Consultation on change to RIP interception definition

Nicholas Bohm nbohm at
Thu Nov 11 14:49:23 GMT 2010

On 11/11/2010 14:35, Peter Tomlinson wrote:
> Ian Batten wrote:
>>> However, there are global moves to create a common method to be far
>>> more secure online (an eID method) so long as you have your internet
>>> transactions secured with a user ID [1] digital certificate that is
>>> invoked by some specific action by the end user (e.g. with a
>>> password or by plugging in a physical token) at the start of such a
>>> session. Once we get that operating...
>> The heat death of the universe will occur sooner.  Why would anyone
>> voluntarily sign up for such a scheme, which makes ID cards look
>> positively cuddly?
> You might have to in order to do business with some big, global online
> retailers - 'thin client' to go in your PC has been mentioned, but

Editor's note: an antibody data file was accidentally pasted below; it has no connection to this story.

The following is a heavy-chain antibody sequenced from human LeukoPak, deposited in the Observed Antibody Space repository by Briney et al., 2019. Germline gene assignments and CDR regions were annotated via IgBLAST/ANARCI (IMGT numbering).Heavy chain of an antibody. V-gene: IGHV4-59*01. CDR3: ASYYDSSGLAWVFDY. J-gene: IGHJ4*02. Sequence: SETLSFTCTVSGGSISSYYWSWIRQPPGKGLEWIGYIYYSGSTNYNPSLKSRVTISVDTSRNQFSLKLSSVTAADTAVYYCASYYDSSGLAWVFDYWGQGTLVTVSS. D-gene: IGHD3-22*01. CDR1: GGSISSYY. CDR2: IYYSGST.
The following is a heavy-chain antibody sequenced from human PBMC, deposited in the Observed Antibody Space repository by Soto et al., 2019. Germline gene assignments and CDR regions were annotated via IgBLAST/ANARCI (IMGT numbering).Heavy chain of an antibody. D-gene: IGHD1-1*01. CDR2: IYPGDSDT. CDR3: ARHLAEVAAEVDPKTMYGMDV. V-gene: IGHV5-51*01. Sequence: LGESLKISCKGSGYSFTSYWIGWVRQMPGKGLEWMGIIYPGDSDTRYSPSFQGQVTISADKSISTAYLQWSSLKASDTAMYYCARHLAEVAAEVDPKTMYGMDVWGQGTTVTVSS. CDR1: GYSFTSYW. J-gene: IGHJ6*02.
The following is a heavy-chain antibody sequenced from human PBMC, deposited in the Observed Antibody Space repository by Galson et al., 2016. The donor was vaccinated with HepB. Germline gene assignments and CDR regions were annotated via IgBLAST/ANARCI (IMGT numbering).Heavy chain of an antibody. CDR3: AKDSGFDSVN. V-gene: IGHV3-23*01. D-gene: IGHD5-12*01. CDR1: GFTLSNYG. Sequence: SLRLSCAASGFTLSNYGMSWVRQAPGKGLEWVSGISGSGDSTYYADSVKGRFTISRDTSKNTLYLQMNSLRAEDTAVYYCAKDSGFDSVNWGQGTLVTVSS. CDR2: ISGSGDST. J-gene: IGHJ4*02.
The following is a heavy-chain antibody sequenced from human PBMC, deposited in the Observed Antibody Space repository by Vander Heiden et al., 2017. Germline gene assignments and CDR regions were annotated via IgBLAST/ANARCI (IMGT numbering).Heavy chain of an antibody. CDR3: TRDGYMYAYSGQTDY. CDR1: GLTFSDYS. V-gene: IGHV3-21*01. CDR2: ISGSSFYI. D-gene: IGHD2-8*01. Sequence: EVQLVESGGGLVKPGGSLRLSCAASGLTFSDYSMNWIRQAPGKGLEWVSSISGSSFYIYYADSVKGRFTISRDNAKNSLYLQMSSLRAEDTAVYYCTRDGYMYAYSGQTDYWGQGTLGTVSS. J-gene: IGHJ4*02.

> Chatham House Rule applies to the meeting at which the ID of the
> source was mentioned (i.e. I can't say who).
> Directgov, however, wants a method just for UK public sector services,
> but the more open concept of making this available to all online
> service providers has been indicated to them. And the US White House
> consulted this summer, asking for ideas for a general method to have
> safe online IDs.

A cynical way of looking at this is that the (UK) Government has failed
in its attempt to get compulsory ID cards, and is now trying to get
together a global alliance of governments and private sector bodies in
order to make it impracticably inconvenient for citizens to do without
the ID they crave.

Even if this cynical view is justified (and it necessarily exaggerates
the extent to which the UK or any other government is of one mind on the
issue), I doubt if it will work.  Only monopolies dare annoy their
customers that much, and there just aren't enough of them to make it
work.  And getting them to agree on how to try is probably too hard anyway.

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